The loss is therefore rather more than two grains, which may, perhaps, actually have taken place, and the difference may have been derived from the unequal diffusion of water throughout the piece.

Supposing 100 parts of the specimen to have been taken, the analysis will stand thus:—

Lime 82·424
Silex 10·570
Iron 2·820
Alumina 1·340
Loss 2·846

It is perhaps worthy of observation, that during the solution of the substance in muriatic acid, a part only of the silica separated; the greater part remained in solution until heat was applied, when it gelatinized, as in the case where it is separated by an acid and heat from its combination with alkali.


Observations on the preceding Paper.
by Sir H. DAVY, V.P.R.I., F.R.S.

The Duchess of Montrose was so good as to send me the caustic lime which is the subject of the preceding analysis; her Grace received it immediately from Tuscany. It was in a bottle, carefully sealed and full of water. Some of the exterior portions had become combined with carbonic acid before they were collected, and from the colour, it appeared that there were different portions of protoxide of iron in different parts of the substance.

On examining the water, it was found to be a saturated solution of lime, and it contained fixed alkali, but in quantities so minute, that after the lime was separated, it could be made evident only by coloured tests.

It appears from Mr. Faraday's analysis, that the menstruum which deposits the solid substance must be a solution of silica in lime-water, and heat is evidently the agent by which the large quantity of lime deposited is made soluble and is enabled to act on silica; and the fact offers a new point of analogy between the alkalies and the alkaline earths.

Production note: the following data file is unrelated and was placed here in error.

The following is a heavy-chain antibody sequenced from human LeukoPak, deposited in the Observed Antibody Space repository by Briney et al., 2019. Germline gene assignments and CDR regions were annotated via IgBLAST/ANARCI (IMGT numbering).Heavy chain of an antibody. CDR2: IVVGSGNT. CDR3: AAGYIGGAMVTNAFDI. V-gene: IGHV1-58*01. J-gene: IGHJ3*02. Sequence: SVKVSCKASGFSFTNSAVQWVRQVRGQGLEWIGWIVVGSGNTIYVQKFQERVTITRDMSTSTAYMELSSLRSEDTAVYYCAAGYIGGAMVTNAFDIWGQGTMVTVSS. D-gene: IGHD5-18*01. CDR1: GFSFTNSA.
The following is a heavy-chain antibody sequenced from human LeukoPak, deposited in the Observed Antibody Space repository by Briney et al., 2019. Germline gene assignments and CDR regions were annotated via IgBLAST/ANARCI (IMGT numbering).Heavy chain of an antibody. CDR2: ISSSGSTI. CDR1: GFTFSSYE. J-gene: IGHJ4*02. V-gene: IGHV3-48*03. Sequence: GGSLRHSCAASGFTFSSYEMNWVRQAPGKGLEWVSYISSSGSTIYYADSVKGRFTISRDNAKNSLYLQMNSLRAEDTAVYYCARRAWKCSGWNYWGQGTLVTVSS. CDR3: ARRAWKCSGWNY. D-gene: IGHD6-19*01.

Vestiges of extinct volcanoes exist in all the low countries on the western side of the Apennines; and the number of warm springs in the Tuscan, Roman, and Neapolitan States, prove that a source of subterraneous heat is still in activity beneath a great part of the surface in these districts.

Carbonic acid is disengaged in considerable quantities in several of the springs at the foot of the Apennines; and some of the waters that deposit calcareous matter are saturated solutions of this substance. Calcareous tufas of recent formation are to be found in every part of Italy. The well-known Travertine marble, Marmor Tiburtinum, is a production of this kind; and the Lago di Solfaterra near Tivoli, of which I shall give a particular account on a future occasion, annually deposits masses of this stone of several inches in thickness.

It is scarcely possible to avoid the conclusion, that the carbonic acid, which by its geological agency has so modified the surface of Italy, is disengaged in consequence of the action of volcanic fires on the limestone, of which the Apennines are principally composed, and liberated at their feet, where the pressure is comparatively small; but the Tuscan laguna offers the only instance in which the action of these fires extends, or has extended, to the surface at which the water collected in the mountains finds its way to the sea, so as to enable it to dissolve caustic calcareous matter.

  1. Quarterly Journal of Science, i. 260.

    I reprint this paper at full length. lt was the beginning of my communications to the public, and in its results very important to me. Sir Humphry Davy gave me the analysis to make as a first attempt in chemistry at a time when my fear was greater than my confidence, and both far greater than my knowledge; at a time also when I had no thought of ever writing an original paper on science. The addition of his own comments and the publication of the paper encouraged me to go on making, from time to time, other slight communications, some of which appear in this volume. Their transference from the ‘Quarterly’ into other Journals increased my boldness; and now that forty years have elapsed and I can look back on what the successive communications have led to, I still hope, much as their character has changed, that I have not, either now or forty years ago, been too bold.—M. F.